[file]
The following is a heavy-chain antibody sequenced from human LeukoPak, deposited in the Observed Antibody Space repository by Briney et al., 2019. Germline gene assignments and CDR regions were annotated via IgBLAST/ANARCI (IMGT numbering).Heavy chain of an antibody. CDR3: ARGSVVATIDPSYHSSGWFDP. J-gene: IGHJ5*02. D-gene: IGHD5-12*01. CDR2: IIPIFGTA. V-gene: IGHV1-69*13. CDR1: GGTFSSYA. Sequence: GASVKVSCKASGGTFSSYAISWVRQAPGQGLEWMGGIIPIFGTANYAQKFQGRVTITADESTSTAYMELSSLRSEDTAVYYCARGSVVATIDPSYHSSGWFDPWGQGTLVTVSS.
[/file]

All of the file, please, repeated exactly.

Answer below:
The following is a heavy-chain antibody sequenced from human LeukoPak, deposited in the Observed Antibody Space repository by Briney et al., 2019. Germline gene assignments and CDR regions were annotated via IgBLAST/ANARCI (IMGT numbering).Heavy chain of an antibody. CDR3: ARGSVVATIDPSYHSSGWFDP. J-gene: IGHJ5*02. D-gene: IGHD5-12*01. CDR2: IIPIFGTA. V-gene: IGHV1-69*13. CDR1: GGTFSSYA. Sequence: GASVKVSCKASGGTFSSYAISWVRQAPGQGLEWMGGIIPIFGTANYAQKFQGRVTITADESTSTAYMELSSLRSEDTAVYYCARGSVVATIDPSYHSSGWFDPWGQGTLVTVSS.